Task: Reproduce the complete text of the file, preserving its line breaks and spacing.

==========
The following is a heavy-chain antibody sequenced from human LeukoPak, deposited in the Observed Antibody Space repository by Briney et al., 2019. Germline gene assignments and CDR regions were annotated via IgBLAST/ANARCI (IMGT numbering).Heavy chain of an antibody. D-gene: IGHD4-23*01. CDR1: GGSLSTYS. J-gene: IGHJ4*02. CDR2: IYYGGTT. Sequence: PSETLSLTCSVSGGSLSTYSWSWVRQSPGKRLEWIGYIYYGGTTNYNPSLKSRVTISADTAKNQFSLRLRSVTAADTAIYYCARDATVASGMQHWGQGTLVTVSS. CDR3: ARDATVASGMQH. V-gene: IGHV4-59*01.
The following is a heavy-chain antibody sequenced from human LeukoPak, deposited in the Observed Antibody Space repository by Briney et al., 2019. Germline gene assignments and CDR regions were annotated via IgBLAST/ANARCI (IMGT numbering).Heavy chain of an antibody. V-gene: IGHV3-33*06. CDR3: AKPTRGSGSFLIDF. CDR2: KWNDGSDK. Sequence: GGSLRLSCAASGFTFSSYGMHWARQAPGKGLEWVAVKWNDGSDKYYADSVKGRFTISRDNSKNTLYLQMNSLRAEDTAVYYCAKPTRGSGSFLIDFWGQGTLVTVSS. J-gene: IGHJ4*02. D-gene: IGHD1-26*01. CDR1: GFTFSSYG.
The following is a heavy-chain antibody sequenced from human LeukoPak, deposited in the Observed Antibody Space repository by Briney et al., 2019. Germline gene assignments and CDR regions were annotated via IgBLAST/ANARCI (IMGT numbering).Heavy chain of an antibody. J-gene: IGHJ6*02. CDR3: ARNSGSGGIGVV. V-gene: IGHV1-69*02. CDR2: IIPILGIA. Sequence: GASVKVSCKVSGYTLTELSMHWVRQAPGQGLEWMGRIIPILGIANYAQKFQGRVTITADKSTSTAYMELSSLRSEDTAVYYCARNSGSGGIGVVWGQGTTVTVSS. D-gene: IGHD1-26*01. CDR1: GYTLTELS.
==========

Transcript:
The following is a heavy-chain antibody sequenced from human LeukoPak, deposited in the Observed Antibody Space repository by Briney et al., 2019. Germline gene assignments and CDR regions were annotated via IgBLAST/ANARCI (IMGT numbering).Heavy chain of an antibody. D-gene: IGHD4-23*01. CDR1: GGSLSTYS. J-gene: IGHJ4*02. CDR2: IYYGGTT. Sequence: PSETLSLTCSVSGGSLSTYSWSWVRQSPGKRLEWIGYIYYGGTTNYNPSLKSRVTISADTAKNQFSLRLRSVTAADTAIYYCARDATVASGMQHWGQGTLVTVSS. CDR3: ARDATVASGMQH. V-gene: IGHV4-59*01.
The following is a heavy-chain antibody sequenced from human LeukoPak, deposited in the Observed Antibody Space repository by Briney et al., 2019. Germline gene assignments and CDR regions were annotated via IgBLAST/ANARCI (IMGT numbering).Heavy chain of an antibody. V-gene: IGHV3-33*06. CDR3: AKPTRGSGSFLIDF. CDR2: KWNDGSDK. Sequence: GGSLRLSCAASGFTFSSYGMHWARQAPGKGLEWVAVKWNDGSDKYYADSVKGRFTISRDNSKNTLYLQMNSLRAEDTAVYYCAKPTRGSGSFLIDFWGQGTLVTVSS. J-gene: IGHJ4*02. D-gene: IGHD1-26*01. CDR1: GFTFSSYG.
The following is a heavy-chain antibody sequenced from human LeukoPak, deposited in the Observed Antibody Space repository by Briney et al., 2019. Germline gene assignments and CDR regions were annotated via IgBLAST/ANARCI (IMGT numbering).Heavy chain of an antibody. J-gene: IGHJ6*02. CDR3: ARNSGSGGIGVV. V-gene: IGHV1-69*02. CDR2: IIPILGIA. Sequence: GASVKVSCKVSGYTLTELSMHWVRQAPGQGLEWMGRIIPILGIANYAQKFQGRVTITADKSTSTAYMELSSLRSEDTAVYYCARNSGSGGIGVVWGQGTTVTVSS. D-gene: IGHD1-26*01. CDR1: GYTLTELS.